Before we get to the damn point, right off the top, let’s define one term possibly in question. For Humboldt residents who steer well clear of the more whimsical and free-spirited pockets of the county — your Arcata Community Forest, your College Cove, for example — you might not have ever encountered the art of slacklining. What it be, you ask? Great. Slacklining is a sport for people with enviable abs who bounce up and down on a thin, stretchy nylon rope stretched between two points (preferably sturdy redwood trees). Slackliners do this for fun, exercise and to impress each other. LoCO has never tried it, but it looks incredibly difficult, so we probably never will.
If you aren’t hip to slacklining, don’t feel bad. The skill is obscure enough that when Madonna featured a slacklining performance as part of her 2012 Super Bowl Halftime Show, major publications (New York Times, Slate, TMZ) rushed to explain the practice to their mystified readers. The toga-clad performer who Madonna chose to introduce slacklining to the masses is a man named “Sketchy” Andy Lewis. (See a clip below.) So important was Andy’s widely viewed contribution to the sport, it is mentioned in the “History” section of the slacklining Wikipedia page. Good job, Andy.
Another reason you may choose to care about Andy is that during his moment of glory, when he was giving interviews to folks around the world, he also spoke with a young reporter writing for Humboldt State University’s student magazine. He did this because he is a 2008 HSU graduate (Recreation Administration). Hey, the Times-Standard got him too!
Geez! Why are we talking about this, LoCO! OK! OK! We bring all this up because this week Andy Lewis is very famous again! You know that silly Utah monolith story that lots of people in your timeline shared because it blissfully had nothing to do with Trump and/or COVID? What a mystery that was! Yeah, that thing is gone now, for better or worse. And this week we learned that one of the people who helped remove it is none other than Humboldt grad Sketchy Andy Lewis! Hooray (for us, kinda)!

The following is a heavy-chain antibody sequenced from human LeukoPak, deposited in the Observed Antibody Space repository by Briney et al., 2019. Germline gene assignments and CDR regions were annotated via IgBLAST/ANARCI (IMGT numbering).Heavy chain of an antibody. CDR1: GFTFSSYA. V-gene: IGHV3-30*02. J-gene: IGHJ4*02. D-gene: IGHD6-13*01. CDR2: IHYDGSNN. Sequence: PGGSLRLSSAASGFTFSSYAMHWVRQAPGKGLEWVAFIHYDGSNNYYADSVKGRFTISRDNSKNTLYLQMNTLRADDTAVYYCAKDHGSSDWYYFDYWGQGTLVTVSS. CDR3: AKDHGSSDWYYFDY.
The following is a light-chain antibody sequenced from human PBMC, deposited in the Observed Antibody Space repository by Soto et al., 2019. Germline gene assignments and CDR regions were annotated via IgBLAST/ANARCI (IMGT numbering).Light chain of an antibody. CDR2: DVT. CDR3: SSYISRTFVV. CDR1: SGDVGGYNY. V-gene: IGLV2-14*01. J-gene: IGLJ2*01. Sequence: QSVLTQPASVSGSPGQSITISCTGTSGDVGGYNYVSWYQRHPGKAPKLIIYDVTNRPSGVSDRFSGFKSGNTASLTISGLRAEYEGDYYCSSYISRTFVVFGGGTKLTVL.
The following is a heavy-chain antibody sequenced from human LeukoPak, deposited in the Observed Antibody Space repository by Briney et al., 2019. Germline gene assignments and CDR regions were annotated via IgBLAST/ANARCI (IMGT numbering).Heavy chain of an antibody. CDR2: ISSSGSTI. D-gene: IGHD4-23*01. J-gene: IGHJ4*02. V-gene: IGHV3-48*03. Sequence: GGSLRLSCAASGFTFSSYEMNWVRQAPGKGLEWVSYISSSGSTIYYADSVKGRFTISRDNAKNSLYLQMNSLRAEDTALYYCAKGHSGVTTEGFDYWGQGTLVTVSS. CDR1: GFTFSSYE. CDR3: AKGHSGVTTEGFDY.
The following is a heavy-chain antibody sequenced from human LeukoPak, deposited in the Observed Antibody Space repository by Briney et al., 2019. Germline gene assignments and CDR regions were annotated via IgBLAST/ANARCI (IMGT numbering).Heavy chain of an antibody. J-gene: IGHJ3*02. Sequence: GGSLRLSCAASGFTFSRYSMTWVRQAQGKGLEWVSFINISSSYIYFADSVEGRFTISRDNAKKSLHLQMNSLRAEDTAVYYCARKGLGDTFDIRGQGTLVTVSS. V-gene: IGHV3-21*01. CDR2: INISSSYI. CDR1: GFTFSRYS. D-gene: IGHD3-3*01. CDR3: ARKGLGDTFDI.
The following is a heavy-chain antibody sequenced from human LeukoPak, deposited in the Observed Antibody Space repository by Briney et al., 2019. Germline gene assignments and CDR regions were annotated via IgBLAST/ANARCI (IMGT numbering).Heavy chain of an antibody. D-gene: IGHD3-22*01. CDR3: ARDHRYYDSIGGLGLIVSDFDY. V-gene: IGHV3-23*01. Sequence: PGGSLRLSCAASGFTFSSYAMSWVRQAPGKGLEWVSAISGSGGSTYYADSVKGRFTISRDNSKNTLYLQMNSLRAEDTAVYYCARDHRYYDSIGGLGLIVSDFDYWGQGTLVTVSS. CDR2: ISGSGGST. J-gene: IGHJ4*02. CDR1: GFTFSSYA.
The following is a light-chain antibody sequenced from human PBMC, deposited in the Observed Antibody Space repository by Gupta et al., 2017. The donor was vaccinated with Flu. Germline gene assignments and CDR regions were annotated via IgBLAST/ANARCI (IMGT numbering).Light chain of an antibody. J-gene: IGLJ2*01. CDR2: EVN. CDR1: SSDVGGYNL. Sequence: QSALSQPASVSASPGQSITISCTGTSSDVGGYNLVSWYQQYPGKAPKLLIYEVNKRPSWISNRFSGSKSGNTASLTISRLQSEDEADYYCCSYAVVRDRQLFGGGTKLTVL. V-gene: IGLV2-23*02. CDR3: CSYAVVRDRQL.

These days Lewis is a BASE jumping guide in southern Utah who holds strong “Leave No Trace” beliefs when it comes to exploring the Southwest’s vast expanses. He maintains a YouTube account, “Mr. Slackline,” where he posted video of himself and some friends dismantling the world-captivating metal structure, loading it into a wheel barrow and hauling the thing off under cover of night. Observe:
How does this group justify depriving the world of this selfie-worthy oddity? One of Lewis’ friends, Sylvan Christensen, who was also involved in the covert monolith extraction, took to his Instagram account to explain the thinking behind the operation. In short, their reasoning was that doesn’t go there:
“We removed the Utah Monolith because there are clear precedents for how we share and standardize the use of our public lands, natural wildlife, native plants, fresh water sources, and human impacts upon them. The mystery was the infatuation and we want to use this time to unite people behind the real issues here— we are losing our public lands— things like this don’t help.
Let’s be clear: The dismantling of the Utah Monolith is tragic— and if you think we’re proud— we’re not. We’re disappointed. Furthermore, we were too late. We want to make clear that we support art and artists, but legality and ethics have defined standards— especially here in the desert— and absolutely so in adventuring. The ethical failures of the artist for the 24” equilateral gouge in the sandstone from the erecting of the Utah Monolith, was not even close to the damage caused by the internet sensationalism and subsequent reaction from the world.
This land wasn’t physically prepared for the population shift (especially during a pandemic). People arrived by car, by bus, by van, helicopter, planes, trains, motorcycles and E-bikes and there isn’t even a parking lot. There aren’t bathrooms— and yes, pooping in the desert is a misdemeanor. There was a lot of that. There are no marked trails, no trash cans, and its not a user group area. There are no designated camp sites. Each and every user on public land is supposed to be aware of the importance and relevance of this information and the laws associated with them. Because if you did, anyone going out there and filming the monolith and monetizing it without properly permitting the use of the land— would know that’s an offense too.”
Area law enforcement have stated that they are probably not going to investigate the sculpture’s removal. So that, likely, is that. Goodbye, monolith.
All that to say, this is the small way in which the Utah monolith craziness related to Humboldt. That’s it. There are more important things happening today but LoCO thought you might like to know about this.